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  1. T Johnston,
  2. S Brown,
  3. K Kaliarntas,
  4. C Taylor
  1. Edinburgh Napier University, Edinburgh, Scotland


Noncontact injuries occur during manoeuvres such as landing, accelerating and the side-cut. This investigation has assessed the prevalence and manoeuvres associated with noncontact injuries and the current warm up practice. An online questionnaire was utilised to assess injury epidemiology (n=437, males (m)=48%, females (f)=52%) and an observational notational technique was employed to assess warm up practice (n=17, m=7, f=10). The Hockey Injury Questionnaire showed noncontact injuries were sustained by 57% of all players, 80% of which to the lower extremity. The overall frequency of injuries was 5.7 injuries/1000 playing hours. Females were injured more frequently than males (6.6 vs 4.0 injuries per 1000 hours). These injuries were caused by a side-cut (21%) and acceleration (16%) causing injuries to the knee (23%) and hamstring (20%). These injuries were sustained during training (37%) and 3rd quarter (18%). The two most common injuries were muscle strains (29%) and pulled muscles (24%) in males causing no time off (30%) and 2 weeks off (26%). In females, muscle sprains (20%) and ligament sprains (18%) were frequent causing no time off (37%) and to miss the next exposure (16%). The entire warm up lasted 21 min for male teams, 25 mins for females. The warming up aspect lasted for about 15 min (m=14.8 mins, f=14.5 min); the skill rehearsal aspect lasted for about 7 min (m=7 min, f=10 min). The warm ups were mostly devised by qualified coaches (77%). Only one warm up contained proprioceptive exercises. A post warm up questionnaire showed the coaches devised the warm ups were mostly performed as planned (65%). However, 77% of coaches would like to alter the warm up to include injury reduction exercises (n=6), dynamic stretches (n=4) and more time (n=4). This research shows that noncontact injuries are common to the lower extremity and the knee. Over 33% of the injuries occurred in training. Females sustained more noncontact injuries than males despite warming up for a longer. There is a large disparity in the length of the warm up skill rehearsal period and total time. The content, which coaches would like to alter, is largely in the sagittal plane contrary to the playing actions. Therefore, a sport-specific warm up to alter movement patterns and reduce injuries is needed.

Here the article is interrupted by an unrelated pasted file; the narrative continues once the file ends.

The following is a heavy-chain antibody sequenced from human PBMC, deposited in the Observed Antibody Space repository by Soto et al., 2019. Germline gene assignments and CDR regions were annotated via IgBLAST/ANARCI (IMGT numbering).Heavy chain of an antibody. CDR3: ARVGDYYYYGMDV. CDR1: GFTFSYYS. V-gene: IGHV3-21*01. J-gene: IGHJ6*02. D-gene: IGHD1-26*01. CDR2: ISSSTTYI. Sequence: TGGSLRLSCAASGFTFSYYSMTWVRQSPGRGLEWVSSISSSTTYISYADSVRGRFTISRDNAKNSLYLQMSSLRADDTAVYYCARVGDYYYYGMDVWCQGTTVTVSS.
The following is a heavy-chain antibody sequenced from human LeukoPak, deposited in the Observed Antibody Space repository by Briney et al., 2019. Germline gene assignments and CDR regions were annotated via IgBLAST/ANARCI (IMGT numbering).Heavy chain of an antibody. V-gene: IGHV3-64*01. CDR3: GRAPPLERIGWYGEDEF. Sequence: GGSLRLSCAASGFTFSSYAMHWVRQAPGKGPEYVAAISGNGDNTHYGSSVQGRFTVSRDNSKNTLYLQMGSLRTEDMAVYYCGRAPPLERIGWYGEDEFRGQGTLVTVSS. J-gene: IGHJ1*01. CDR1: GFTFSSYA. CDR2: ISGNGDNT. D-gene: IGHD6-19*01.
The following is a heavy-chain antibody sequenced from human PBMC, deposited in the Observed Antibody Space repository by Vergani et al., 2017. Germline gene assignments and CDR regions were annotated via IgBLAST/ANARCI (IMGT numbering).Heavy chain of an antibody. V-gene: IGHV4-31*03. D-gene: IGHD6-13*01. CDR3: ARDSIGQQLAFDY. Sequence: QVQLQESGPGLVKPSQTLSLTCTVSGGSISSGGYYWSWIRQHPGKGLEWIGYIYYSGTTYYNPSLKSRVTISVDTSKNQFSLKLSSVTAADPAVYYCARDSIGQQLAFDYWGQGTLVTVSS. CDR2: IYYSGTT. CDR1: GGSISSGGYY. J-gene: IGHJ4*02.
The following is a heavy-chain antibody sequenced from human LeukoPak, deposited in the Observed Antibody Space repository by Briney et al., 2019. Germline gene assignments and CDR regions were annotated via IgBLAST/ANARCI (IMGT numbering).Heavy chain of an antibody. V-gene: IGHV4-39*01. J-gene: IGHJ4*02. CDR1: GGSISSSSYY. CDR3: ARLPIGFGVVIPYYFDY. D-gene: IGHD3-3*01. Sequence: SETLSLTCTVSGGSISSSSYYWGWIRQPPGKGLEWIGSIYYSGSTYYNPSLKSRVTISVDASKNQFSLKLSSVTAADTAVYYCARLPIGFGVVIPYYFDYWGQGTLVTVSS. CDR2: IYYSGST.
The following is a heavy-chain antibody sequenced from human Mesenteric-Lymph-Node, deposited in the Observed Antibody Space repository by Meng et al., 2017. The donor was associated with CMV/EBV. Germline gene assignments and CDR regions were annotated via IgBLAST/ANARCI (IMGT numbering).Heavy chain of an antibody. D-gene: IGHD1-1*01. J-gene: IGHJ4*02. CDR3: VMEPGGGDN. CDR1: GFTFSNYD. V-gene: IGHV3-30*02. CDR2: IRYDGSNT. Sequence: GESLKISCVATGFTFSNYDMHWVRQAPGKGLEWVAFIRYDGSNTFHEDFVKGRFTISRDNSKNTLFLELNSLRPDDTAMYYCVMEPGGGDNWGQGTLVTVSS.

• Sports medicine

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